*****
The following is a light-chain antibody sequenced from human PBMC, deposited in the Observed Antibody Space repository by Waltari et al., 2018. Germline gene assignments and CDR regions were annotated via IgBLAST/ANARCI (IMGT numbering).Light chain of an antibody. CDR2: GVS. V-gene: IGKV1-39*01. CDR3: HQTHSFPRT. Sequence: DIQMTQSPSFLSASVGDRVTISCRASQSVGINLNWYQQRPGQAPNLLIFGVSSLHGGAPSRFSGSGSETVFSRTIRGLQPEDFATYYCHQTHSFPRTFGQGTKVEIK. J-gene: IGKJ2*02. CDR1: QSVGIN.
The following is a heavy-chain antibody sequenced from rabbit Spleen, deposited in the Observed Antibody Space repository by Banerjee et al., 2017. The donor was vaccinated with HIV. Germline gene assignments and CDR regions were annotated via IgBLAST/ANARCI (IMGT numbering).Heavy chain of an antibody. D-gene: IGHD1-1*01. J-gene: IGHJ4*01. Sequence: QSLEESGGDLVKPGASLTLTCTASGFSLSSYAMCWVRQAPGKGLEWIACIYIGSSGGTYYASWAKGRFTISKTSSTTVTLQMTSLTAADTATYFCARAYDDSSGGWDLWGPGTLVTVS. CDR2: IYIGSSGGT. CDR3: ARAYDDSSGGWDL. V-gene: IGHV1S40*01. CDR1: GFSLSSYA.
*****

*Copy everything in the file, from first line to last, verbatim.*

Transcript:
The following is a light-chain antibody sequenced from human PBMC, deposited in the Observed Antibody Space repository by Waltari et al., 2018. Germline gene assignments and CDR regions were annotated via IgBLAST/ANARCI (IMGT numbering).Light chain of an antibody. CDR2: GVS. V-gene: IGKV1-39*01. CDR3: HQTHSFPRT. Sequence: DIQMTQSPSFLSASVGDRVTISCRASQSVGINLNWYQQRPGQAPNLLIFGVSSLHGGAPSRFSGSGSETVFSRTIRGLQPEDFATYYCHQTHSFPRTFGQGTKVEIK. J-gene: IGKJ2*02. CDR1: QSVGIN.
The following is a heavy-chain antibody sequenced from rabbit Spleen, deposited in the Observed Antibody Space repository by Banerjee et al., 2017. The donor was vaccinated with HIV. Germline gene assignments and CDR regions were annotated via IgBLAST/ANARCI (IMGT numbering).Heavy chain of an antibody. D-gene: IGHD1-1*01. J-gene: IGHJ4*01. Sequence: QSLEESGGDLVKPGASLTLTCTASGFSLSSYAMCWVRQAPGKGLEWIACIYIGSSGGTYYASWAKGRFTISKTSSTTVTLQMTSLTAADTATYFCARAYDDSSGGWDLWGPGTLVTVS. CDR2: IYIGSSGGT. CDR3: ARAYDDSSGGWDL. V-gene: IGHV1S40*01. CDR1: GFSLSSYA.